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‘So What?’: Using Reverse Investigation To Articulate Prejudice and Win Post-Conviction Claims
By Ty Alper
It can be daunting for an attorney handling her first post-conviction capital case to know where to start. When I began working as a staff attorney at the Southern Center for Human Rights, I was given a desk, a file cabinet, and a caseload of post-conviction capital cases. Affixed by yellowing Scotch tape to the file cabinet was a small piece of paper on which someone had typed (with a typewriter) the following:
The Four Post-Conviction Questions
- What was the most damaging evidence?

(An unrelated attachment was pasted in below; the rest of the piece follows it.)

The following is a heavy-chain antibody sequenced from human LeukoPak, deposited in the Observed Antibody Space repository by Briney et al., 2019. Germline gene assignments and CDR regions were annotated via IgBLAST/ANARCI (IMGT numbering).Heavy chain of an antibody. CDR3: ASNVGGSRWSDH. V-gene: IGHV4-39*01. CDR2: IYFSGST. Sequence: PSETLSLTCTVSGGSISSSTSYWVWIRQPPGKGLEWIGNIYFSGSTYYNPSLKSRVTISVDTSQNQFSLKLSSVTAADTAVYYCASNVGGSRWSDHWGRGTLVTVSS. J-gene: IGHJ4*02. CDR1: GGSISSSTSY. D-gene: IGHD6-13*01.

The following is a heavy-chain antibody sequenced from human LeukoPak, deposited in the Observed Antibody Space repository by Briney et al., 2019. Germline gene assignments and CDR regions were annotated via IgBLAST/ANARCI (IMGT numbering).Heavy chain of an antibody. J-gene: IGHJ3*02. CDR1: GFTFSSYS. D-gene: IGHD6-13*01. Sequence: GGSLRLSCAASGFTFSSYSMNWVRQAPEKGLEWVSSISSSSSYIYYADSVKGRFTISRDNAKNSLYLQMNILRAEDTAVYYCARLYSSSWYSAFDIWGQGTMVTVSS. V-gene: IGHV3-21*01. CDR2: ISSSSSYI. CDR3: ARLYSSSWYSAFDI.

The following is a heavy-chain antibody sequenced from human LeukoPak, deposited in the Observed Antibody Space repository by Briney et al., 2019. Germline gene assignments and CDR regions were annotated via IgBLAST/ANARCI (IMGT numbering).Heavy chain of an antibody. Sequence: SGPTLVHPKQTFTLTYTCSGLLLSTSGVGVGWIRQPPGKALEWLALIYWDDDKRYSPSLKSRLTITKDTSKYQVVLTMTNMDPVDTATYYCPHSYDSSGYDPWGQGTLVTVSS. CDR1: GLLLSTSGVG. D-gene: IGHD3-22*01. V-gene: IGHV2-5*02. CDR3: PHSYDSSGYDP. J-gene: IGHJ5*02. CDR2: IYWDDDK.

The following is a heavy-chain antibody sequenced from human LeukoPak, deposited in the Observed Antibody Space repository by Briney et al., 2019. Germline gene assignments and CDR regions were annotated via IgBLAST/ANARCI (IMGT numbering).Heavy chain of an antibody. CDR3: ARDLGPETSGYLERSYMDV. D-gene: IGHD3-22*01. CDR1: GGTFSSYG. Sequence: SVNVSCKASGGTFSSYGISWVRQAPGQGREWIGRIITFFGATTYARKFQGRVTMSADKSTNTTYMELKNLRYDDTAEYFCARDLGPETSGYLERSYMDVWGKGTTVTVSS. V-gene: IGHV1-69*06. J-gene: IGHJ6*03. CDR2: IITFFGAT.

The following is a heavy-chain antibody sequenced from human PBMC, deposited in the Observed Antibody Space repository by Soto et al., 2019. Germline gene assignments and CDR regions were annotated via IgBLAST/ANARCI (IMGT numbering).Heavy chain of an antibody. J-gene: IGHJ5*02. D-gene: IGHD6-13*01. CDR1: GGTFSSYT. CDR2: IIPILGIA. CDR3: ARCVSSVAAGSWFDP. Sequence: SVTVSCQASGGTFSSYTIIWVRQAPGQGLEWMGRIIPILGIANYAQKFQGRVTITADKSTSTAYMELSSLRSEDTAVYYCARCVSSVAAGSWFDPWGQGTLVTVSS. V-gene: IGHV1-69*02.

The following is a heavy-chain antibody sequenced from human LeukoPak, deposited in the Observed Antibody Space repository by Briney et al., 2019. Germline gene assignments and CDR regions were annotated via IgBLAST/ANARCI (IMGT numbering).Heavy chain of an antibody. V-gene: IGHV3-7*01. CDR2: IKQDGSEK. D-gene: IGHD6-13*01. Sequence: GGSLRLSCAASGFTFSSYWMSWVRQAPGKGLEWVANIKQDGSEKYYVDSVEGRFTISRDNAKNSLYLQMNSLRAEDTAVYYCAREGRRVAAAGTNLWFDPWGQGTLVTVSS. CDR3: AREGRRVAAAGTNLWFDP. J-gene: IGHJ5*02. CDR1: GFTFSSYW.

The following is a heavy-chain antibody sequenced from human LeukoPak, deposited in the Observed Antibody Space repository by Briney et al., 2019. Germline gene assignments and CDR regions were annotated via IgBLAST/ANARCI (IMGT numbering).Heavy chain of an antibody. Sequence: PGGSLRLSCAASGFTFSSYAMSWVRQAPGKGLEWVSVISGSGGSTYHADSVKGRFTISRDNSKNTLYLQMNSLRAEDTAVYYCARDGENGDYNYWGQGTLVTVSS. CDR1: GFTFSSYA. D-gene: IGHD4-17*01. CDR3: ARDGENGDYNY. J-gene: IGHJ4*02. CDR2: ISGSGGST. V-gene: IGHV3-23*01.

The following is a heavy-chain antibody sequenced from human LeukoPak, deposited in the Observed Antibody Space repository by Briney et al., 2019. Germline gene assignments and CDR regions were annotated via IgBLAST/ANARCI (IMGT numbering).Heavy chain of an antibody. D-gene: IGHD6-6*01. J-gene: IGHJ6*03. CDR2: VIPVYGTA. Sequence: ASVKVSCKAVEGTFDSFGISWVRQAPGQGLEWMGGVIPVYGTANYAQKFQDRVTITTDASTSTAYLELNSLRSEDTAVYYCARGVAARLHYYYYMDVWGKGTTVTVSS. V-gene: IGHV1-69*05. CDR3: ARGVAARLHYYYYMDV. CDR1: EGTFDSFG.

- Who were the most damaging witnesses?
- Why was my client convicted?
- Why was my client sentenced to death?
Because it was some of the best advice I’ve ever received as a post-conviction attorney, I tried over the years, to no avail, to find out who had taped those questions to the file cabinet. This article is an attempt to pass along, and flesh out, the wisdom contained in those four questions.
At first blush, it seems obvious that, upon agreeing to represent a client in post-conviction, one
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